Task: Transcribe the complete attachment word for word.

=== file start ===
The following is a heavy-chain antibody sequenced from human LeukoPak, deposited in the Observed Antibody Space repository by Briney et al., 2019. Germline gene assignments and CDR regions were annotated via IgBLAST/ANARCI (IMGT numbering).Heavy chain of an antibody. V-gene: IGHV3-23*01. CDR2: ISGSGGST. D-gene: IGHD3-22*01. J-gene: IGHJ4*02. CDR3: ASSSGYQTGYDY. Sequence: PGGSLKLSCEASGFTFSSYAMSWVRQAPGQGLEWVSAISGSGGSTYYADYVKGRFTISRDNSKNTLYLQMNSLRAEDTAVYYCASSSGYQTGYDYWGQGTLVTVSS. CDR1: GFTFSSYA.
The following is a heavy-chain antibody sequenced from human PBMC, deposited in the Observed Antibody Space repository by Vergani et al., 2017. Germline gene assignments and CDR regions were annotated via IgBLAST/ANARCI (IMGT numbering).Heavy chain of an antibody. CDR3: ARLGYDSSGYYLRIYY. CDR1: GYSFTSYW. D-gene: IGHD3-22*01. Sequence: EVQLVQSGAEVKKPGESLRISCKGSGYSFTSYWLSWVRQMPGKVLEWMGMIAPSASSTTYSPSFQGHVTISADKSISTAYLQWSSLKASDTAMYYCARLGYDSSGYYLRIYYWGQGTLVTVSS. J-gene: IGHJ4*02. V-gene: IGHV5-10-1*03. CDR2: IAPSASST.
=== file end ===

The following is a heavy-chain antibody sequenced from human LeukoPak, deposited in the Observed Antibody Space repository by Briney et al., 2019. Germline gene assignments and CDR regions were annotated via IgBLAST/ANARCI (IMGT numbering).Heavy chain of an antibody. V-gene: IGHV3-23*01. CDR2: ISGSGGST. D-gene: IGHD3-22*01. J-gene: IGHJ4*02. CDR3: ASSSGYQTGYDY. Sequence: PGGSLKLSCEASGFTFSSYAMSWVRQAPGQGLEWVSAISGSGGSTYYADYVKGRFTISRDNSKNTLYLQMNSLRAEDTAVYYCASSSGYQTGYDYWGQGTLVTVSS. CDR1: GFTFSSYA.
The following is a heavy-chain antibody sequenced from human PBMC, deposited in the Observed Antibody Space repository by Vergani et al., 2017. Germline gene assignments and CDR regions were annotated via IgBLAST/ANARCI (IMGT numbering).Heavy chain of an antibody. CDR3: ARLGYDSSGYYLRIYY. CDR1: GYSFTSYW. D-gene: IGHD3-22*01. Sequence: EVQLVQSGAEVKKPGESLRISCKGSGYSFTSYWLSWVRQMPGKVLEWMGMIAPSASSTTYSPSFQGHVTISADKSISTAYLQWSSLKASDTAMYYCARLGYDSSGYYLRIYYWGQGTLVTVSS. J-gene: IGHJ4*02. V-gene: IGHV5-10-1*03. CDR2: IAPSASST.